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Television: King Scorpion: A Pretty Bad Dude Volume 55 Number 3, May/June 2002
by Mark Rose

[image] Portion of the Scorpion Tableau discovered at Gebel Tjauti (Mike Harrison) [LARGER IMAGE]

Do great individuals guide the course of history, or do historical circumstances inspire great individuals? The Real Scorpion King (airing on the History Channel April 23 at 9:00 p.m. EST) opts for the former in ascribing the foundations of Egyptian civilization to the work of King Scorpion, a ruler of Upper (southern) Egypt around 3250 B.C. If the pharaoh Narmer is to be credited with the final unification of Upper and Lower Egypt, it was his predecessor, King Scorpion, who made it possible--conquering his neighbors while also ordering the invention of writing, coming up with monumental architecture, and putting the culture on the road to pyramid building. It isn't a bad resumé, but if the program has a weak point it is the relentless attribution to one person of the coalescence of an entire civilization.

When it comes to archaeology, the show has some great sequences. Renée Friedman, a director of excavations at Hierakonpolis, decodes the scenes carved on the Narmer Palette, a large slate tablet that shows the pharaoh smiting a captured rival with his mace, perhaps the last act in the unification of the country. On one side of the palette Narmer appears with the crown of Upper Egypt, on the other he wears the crown of Lower Egypt. Friedman also discusses connections between Scorpion and Hierakonpolis, where the palette was discovered more than 100 years ago along with a carved ceremonial mace head that depicts the king.

[image] Yale Egyptologist John Darnell presents his Scorpion King plan. (Doug Jensen) [LARGER IMAGE]

Günter Dreyer of the German Archaeological Institute describes his finds from a tomb at Abydos, including an ivory crook that marks it as a royal burial, and 160 small inscribed bone and ivory tags. Dreyer explains how he deciphered these tags, concluding they were labels identifying from where various goods in the tomb had come. Identification tags or tax receipts, they may be the earliest-known writing. Whose burial was it? Painted on many jars found in the tomb was a sign indicating the owner: a scorpion.

What is really new and intriguing is a carved panel found by Yale Egyptologists John and Deborah Darnell at a desert site named Gebel Tjauti, halfway between Abydos and Hierakonpolis and not far from Naqada, another important early site. If their interpretation is correct, the engraving, which they call the Scorpion Tableau, portrays a victory procession in which a mace-wielding King Scorpion parades his defeated rival, the ruler of Naqada. Key to the reading of the rock panel is the appearance of a falcon above a scorpion, which the Darnells read as Horus Scorpion (Horus was the patron god of kingship in ancient Egypt). Their belief is that King Scorpion had this inscription carved to commemorate his victory over Naqada and that the pass at Gebel Tjauti, leading from the desert down to the Nile Valley, provided Scorpion's forces a way to sneak around that city's defenders. John Darnell shows how this might have happened by moving coins representing various detachments around on a large map of the area--a low-tech visual aid that is humorously refreshing given the use of fancy computer graphics to reconstruct various monuments elsewhere in the film. He concludes that King Scorpion consolidated Upper Egypt into a single kingdom, setting the stage for Narmer's final triumph.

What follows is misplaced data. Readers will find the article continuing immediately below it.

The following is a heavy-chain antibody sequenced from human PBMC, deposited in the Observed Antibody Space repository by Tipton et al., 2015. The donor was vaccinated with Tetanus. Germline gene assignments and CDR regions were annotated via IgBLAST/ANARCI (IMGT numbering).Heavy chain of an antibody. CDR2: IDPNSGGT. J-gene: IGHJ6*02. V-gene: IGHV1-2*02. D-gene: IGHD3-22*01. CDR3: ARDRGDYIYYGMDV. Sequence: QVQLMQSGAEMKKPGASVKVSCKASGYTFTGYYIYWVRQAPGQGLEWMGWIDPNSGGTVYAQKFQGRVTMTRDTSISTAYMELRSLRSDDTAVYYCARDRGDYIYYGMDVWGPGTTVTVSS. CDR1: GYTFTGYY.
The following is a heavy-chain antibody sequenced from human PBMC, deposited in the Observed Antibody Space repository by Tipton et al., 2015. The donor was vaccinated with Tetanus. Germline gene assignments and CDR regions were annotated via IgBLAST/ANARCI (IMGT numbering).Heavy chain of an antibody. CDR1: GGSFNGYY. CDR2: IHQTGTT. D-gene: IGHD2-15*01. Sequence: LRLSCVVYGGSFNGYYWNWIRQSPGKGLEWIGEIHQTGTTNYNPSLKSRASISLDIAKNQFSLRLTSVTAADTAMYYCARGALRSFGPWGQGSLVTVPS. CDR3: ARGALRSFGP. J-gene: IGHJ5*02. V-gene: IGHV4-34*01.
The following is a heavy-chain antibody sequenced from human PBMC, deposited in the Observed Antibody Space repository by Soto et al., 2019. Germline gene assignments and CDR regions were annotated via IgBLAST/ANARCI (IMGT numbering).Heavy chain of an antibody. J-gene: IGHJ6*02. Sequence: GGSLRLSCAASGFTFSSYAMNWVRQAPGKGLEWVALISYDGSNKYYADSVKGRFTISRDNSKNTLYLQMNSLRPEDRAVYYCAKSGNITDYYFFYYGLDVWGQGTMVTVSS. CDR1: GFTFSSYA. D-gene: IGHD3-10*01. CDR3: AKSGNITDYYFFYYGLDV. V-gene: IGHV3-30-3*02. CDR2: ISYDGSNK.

[image] Scorpion macehead (Gary Glassman) [LARGER IMAGE]

U.S. Army Major Scott Stockwell, an expert on scorpions, provides an interesting interlude: scorpions have been around 420 million years, they fluoresce under ultraviolet light, there are 1,500 species of which 20 have neurotoxins powerful enough to kill people, and they have names like southern mankiller and death stalker. Drooling is a side-effect of being stung by one. It's a bit of a digression, but it breaks up the blocks of hard-core archaeology.

Viewers also benefit from the insights of professional wrestler Dwayne Johnson, a.k.a. the Rock, who notes that Scorpion was "a pretty bad dude in his own right." What's the Rock doing here? There's a tie-in between this documentary and the Universal picture The Scorpion King, which opens the week before the television program airs and stars Johnson. I found the occasional clip from the movie unnecessary and a little annoying, less so a cut-to-commercial scene with Johnson on the phone talking to his agent: "No, no, no. I'm the Rock. So either I keep the camel for free or I don't do the movie." Who knows, maybe this will get some younger viewers to sit through the documentary, which is a good, but pretty intensive, two-hour course.

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© 2002 by the Archaeological Institute of America